He's wandering around the general vicinity.

Doing what?

Saving the world, etc.

Saving the-- Oh! That's this Jesus? I heard about that! That's our Jesus?

Yes.

Miracles, Son of God, so on?

Yes, sir.

Well, I'll be. Hmm. I must say I'm rather surprised. He kept to himself on the job. Had very little to say actually. Of course, you could tell he was thinking.

Yes, always thinking.

Huh! Well, I'll be darned. Okay. Of course this doesn't exactly solve my problem, does it?

Perhaps not, but it puts it into context.

How's that?

Well, he's saving the world, and you're worried about your add-on.

You trivialize my house being in an uproar with an unfinished room? Bare drywall, dust everywhere. And it's not just a room, it's the den slash home office I've always dreamed about. You don't think these rather extreme suggestions he's making about himself might be called into serious question if it gets around that he's left my add-on half-done? And who knows how many other projects he's left in the lurch. There could be three-legged tables and unhung doors all over Nazareth. You can't up and start a new profession without tying your loose ends up first. No, ma'am, I don't think he'd want this to get around. Bad for business.

I hope you're not talking about blackmailing the Son of God.

No, but I am considering small claims court. My goodness, the Son of God. Such a quiet fella on the job. Although he talked to himself a lot, come to think of it. Working something out. Well, tell him I came by. I really think he could knock it off in two, three days. Maybe he could just come over on the weekend. I'll gladly pay overtime.

I'll tell him. I'll let him know.


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Thursday, May 30, 2013

Understanding Is a City of Sand


Understanding is "figuring out."

Understanding is "words."

I heard a rumor:
understanding a person
will give me peace of mind.

"Ask not to be understood,
but to understand."
Ask for neither.

When I look you in the eye,
when I say good morning, I forget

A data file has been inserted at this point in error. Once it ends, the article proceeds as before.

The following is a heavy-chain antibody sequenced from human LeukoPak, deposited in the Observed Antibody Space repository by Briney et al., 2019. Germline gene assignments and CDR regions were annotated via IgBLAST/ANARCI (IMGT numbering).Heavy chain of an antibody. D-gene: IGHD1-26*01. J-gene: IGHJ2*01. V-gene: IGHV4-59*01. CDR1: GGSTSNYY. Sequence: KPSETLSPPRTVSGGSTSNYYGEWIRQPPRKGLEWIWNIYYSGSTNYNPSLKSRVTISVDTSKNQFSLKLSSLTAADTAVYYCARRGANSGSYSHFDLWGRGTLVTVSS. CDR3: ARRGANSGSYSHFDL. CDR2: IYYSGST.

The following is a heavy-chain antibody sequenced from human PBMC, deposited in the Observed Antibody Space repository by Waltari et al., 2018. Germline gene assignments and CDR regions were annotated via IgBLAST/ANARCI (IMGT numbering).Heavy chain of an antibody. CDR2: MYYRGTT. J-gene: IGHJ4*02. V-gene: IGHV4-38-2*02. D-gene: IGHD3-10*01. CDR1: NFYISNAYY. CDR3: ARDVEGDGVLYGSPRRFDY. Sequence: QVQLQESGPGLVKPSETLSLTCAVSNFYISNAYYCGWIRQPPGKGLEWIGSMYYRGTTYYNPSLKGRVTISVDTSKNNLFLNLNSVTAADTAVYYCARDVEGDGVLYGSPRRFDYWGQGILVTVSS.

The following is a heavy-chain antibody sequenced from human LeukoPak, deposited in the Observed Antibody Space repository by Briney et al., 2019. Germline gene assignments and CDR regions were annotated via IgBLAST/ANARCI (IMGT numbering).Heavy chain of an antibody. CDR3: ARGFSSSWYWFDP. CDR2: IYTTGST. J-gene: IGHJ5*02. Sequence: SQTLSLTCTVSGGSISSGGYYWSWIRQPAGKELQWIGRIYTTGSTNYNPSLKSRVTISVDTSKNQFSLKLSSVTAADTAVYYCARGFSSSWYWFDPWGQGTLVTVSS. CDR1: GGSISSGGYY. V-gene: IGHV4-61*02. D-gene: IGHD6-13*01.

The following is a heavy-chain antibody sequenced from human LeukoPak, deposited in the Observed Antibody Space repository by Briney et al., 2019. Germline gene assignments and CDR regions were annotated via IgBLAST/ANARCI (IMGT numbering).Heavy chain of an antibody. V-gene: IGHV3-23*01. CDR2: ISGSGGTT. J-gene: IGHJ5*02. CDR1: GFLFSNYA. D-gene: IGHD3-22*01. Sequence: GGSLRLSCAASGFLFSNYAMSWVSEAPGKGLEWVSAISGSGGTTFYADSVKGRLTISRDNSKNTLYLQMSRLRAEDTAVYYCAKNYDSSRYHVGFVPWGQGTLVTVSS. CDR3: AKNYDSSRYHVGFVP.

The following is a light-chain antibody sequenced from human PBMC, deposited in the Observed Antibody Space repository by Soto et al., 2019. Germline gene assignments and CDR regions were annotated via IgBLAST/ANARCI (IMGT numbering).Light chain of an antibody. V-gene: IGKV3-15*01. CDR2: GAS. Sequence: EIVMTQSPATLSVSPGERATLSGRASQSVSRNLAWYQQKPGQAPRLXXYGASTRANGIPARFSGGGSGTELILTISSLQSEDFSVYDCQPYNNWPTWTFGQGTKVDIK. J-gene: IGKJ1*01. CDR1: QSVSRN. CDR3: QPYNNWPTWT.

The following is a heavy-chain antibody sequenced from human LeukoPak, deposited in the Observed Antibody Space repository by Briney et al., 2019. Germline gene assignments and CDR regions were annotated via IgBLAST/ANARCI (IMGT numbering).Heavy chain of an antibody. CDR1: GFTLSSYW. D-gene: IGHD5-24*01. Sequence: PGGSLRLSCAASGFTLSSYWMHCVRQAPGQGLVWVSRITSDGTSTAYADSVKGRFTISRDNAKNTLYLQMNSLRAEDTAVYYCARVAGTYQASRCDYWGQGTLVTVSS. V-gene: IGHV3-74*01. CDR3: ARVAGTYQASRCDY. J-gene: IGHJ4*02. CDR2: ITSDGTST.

you're a universe of mysteries
upon a universe of mysteries
even unto yourself, even when you
look yourself in the eye.

"If something is not hidden
it cannot be found."

Understanding is a cripple.

I am talking about the person I cherish,
I am talking about a stranger, a man with a face
made to annoy me, to sandpaper my brain
every time I think of him, a woman in a scarf
I pass on the street & am sure is the one, a woman
I never saw before & will never see again,
though we both live to 95.

I will understand none of them.

Understanding is a city of sand.

Understanding is blind, deaf, mute, lost,
meandering the sandy cliff.

No, it's going to take something way way beyond
understanding, one of those impossible things
that make understanding look like a drooling idiot
in a sandbox in the rain.

Going out among human beings
believing that understanding
will get my soul where she needs to be
is like
going out to build a house
with a sackful of tools made of sand.

Please love understanding.
It cannot help itself.
Have compassion for understanding.
It is doing the best it can.
Have mercy on understanding.
It is not the one saying all those
impossible things about itself,
about what it is, and what it can do,
and what it can bring.

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Monday, April 15, 2013

My story is out in The Greensboro Review...


It's not online. Please support this fine long-established journal
if you can. If you absolutely positively unequivocababally
can't afford to buy the Spring issue ...
($8 for the issue, inc. shipping) here:

The Greensboro Review

... or maybe even subscribe, then please make a case for
how much you long to read it and my cold cold heart
may be moved to send you a PDF of the story, "Could You, Bob Hill."